For the purposes of this article, we shall compute the maximum pressure value for 8-inch Thickness class 52 DI pipe, which has a nominal wall thickness of 0.33 inches:
If the design pressure, i.e., the highest internal pressure to be experienced, is the test pressure, typically 150-psi, the safety factor is 20!
3,063 psi / 150 psi = 20.4.
Minimal safety factors are generally set at 2.0 for most design scenarios in our industry. Yet, actual safety factors often exceed those values by a large measure, especially when Ductile iron is involved. The standardized casting tolerances and service allowances applied to as-cast metal walls of DI pipe permit these extremely impressive internal pressure handling capabilities.
In comparison, one might wonder what the ultimate pressure capability of the thinnest 8-inch DI pipe (PC 350) is? Using the nominal metal wall of 0.25-inches in the same rearrangement of the universal hoop stress equation results in an ultimate pressure containing capacity of 2,320-psi, – which equates to a performance safety factor of 15 against a hydrotest pressure of 150-psi for the “weakest” 8-inch pipe manufactured, again – restrained joint dependent to prevent longitudinal separation of the otherwise rubber-gasketed watertight joint.
Simply put, DI pipe is the strongest water main material available. Other products do not exhibit such impressive safety factors; it is not even close.
How thick does an 8-inch PVC pipe have to be to handle 2,320 psi?
Since the hoop stress equation applies to all pipe materials, we can compute the thickness of an 8-inch PVC pipe (4,000 psi material HDB strength) needed to match the “weakest” 8-inch DI pipe, a PC 350.
Plug and chug the PVC information to handle 2,320 psi results in a PVC wall requirement of 2.63-inches.
With the standardized outside diameter of 9.05 inches, this would leave an inside diameter of 3.80-inches. Talk about a substantial flow constriction! By comparison, this is less than the 4.18-inch inside diameter (ID) of a 4-inch PC 350 DI pipe!
For more on the advantages of DI over PVC pipe, check out this blog by Jerry Regula.
Introduced in 1992, for pipe size 12-inch and smaller, just one pressure class - PC 350 exists, nearly equivalent to a thickness class 50. There can be several different pressure classes in larger diameters, such as PC 150- PC 350. They are interspersed between well-established known thickness classes, as detailed in the charts below.
The charts below show the ascending order of all wall classes for each pipe diameter from 3-inches through 36-inches:
Check out the Internal Pressure and Materials Comparison Calculator within the McWane Pocket Engineer located online at pe.mcwane.com. This calculator presents several other comparative insights among the most common piping materials used today.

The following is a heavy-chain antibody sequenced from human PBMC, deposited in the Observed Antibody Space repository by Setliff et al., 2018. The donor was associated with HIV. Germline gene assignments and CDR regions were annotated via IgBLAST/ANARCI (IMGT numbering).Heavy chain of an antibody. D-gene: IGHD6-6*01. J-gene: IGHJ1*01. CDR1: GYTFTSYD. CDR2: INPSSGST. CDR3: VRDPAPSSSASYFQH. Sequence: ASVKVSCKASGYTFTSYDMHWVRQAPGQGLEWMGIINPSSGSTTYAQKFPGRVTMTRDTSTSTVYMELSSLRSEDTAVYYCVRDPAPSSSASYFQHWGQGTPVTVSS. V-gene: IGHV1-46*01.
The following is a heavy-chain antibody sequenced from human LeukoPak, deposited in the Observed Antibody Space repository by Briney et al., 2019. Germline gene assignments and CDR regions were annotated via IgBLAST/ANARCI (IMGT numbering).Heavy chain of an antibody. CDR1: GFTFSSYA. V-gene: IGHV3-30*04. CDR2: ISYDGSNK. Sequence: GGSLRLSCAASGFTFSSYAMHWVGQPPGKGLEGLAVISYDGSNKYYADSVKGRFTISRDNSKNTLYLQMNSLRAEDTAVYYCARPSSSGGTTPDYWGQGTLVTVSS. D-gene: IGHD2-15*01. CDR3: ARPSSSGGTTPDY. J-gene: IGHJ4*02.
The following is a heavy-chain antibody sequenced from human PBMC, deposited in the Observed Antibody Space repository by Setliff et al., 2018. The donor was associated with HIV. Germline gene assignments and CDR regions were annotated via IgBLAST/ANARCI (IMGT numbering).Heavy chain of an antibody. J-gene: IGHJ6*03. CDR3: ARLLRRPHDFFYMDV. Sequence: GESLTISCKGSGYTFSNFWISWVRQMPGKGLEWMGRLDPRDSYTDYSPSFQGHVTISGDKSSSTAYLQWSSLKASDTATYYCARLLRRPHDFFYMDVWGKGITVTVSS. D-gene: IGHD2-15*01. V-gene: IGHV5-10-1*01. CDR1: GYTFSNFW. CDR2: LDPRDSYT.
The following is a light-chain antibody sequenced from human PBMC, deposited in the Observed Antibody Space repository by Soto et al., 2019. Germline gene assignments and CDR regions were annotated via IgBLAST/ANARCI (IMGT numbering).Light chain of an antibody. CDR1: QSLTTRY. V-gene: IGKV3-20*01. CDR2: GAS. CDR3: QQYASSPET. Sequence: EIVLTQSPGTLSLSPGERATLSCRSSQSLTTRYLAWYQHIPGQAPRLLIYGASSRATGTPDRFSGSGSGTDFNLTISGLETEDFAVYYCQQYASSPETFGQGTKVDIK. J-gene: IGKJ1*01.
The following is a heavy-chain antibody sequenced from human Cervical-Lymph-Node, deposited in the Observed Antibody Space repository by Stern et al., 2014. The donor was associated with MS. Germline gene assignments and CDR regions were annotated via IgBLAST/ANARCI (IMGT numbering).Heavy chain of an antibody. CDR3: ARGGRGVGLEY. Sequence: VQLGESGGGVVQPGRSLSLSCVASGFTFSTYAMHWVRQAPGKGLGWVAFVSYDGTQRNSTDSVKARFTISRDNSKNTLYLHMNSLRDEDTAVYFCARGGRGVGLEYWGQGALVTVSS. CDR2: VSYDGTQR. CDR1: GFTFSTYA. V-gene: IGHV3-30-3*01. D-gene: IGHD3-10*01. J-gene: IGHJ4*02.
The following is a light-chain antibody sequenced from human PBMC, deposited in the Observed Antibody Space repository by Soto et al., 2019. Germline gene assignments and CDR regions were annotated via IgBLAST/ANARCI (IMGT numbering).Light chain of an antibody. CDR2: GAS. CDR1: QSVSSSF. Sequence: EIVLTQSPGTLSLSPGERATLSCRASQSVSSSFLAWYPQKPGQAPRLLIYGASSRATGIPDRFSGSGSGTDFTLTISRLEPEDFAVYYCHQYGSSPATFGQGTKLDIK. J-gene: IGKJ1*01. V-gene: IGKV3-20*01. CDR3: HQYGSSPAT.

Every Ductile iron pipe made is individually hydrotested to a minimum of 500-psi internal pressure during the foundry inspection process in full accordance with ANSI/AWWA C151, the Manufacturing Standard for DI pipe. This is true and wonderfully demonstrative for even Pressure Class 150 pipes. And it is not a surprise because if you do the "rating math" of 150-psi design base plus a surge allowance of 100-psi and a safety factor of 2.0, you get 500-psi as the minimum rating for that “thin” pipe wall.
The fundamentals outlined in this article should afford you great comfort in the supreme and inherent safety factors incorporated into every Ductile iron pipe manufactured in accordance with applicable AWWA standards. Ductile iron is by far the most capable and resilient material one could choose to use in their utility systems, water, sewer, drainage, gravity flow, or pressurized.
As a convenient reminder, the easy-to-use Thickness Calculator in the McWane Pocket Engineer will calculate in a blink the governing design option (internal, deflection, or bending stress). Select the appropriate wall class for all five standardized trench types at once, and report the ultimate internal pressure containment capability for each pipe selected in the design procedure. You can't get that result anywhere else online. Get your answers today at pe.mcwane.com or download the app from the App Store or Google Play, free of charge, no strings attached! We even have a series of tutorial videos. Check 'em out.
- Ductile Iron Pipe Research Association, Handbook of Ductile Iron Pipe, Sixth Edition. Birmingham, AL, 1984.
- Ductile Iron Pipe Research Association, Design of Ductile Iron Pipe, Sixth Edition. Birmingham, AL, 2016.
Need Assistance with Your Waterworks Project?
If you have any questions regarding your water or wastewater infrastructure project, be sure to reach out to your local McWane Ductile representative. We have team members who've managed small and large water utility systems, served in engineering consulting firms, and bring decades of experience in solving field issues involving pipeline construction and operation. From design to submittal, to installation, we strive to provide education and assistance to water professionals throughout the water and wastewater industry.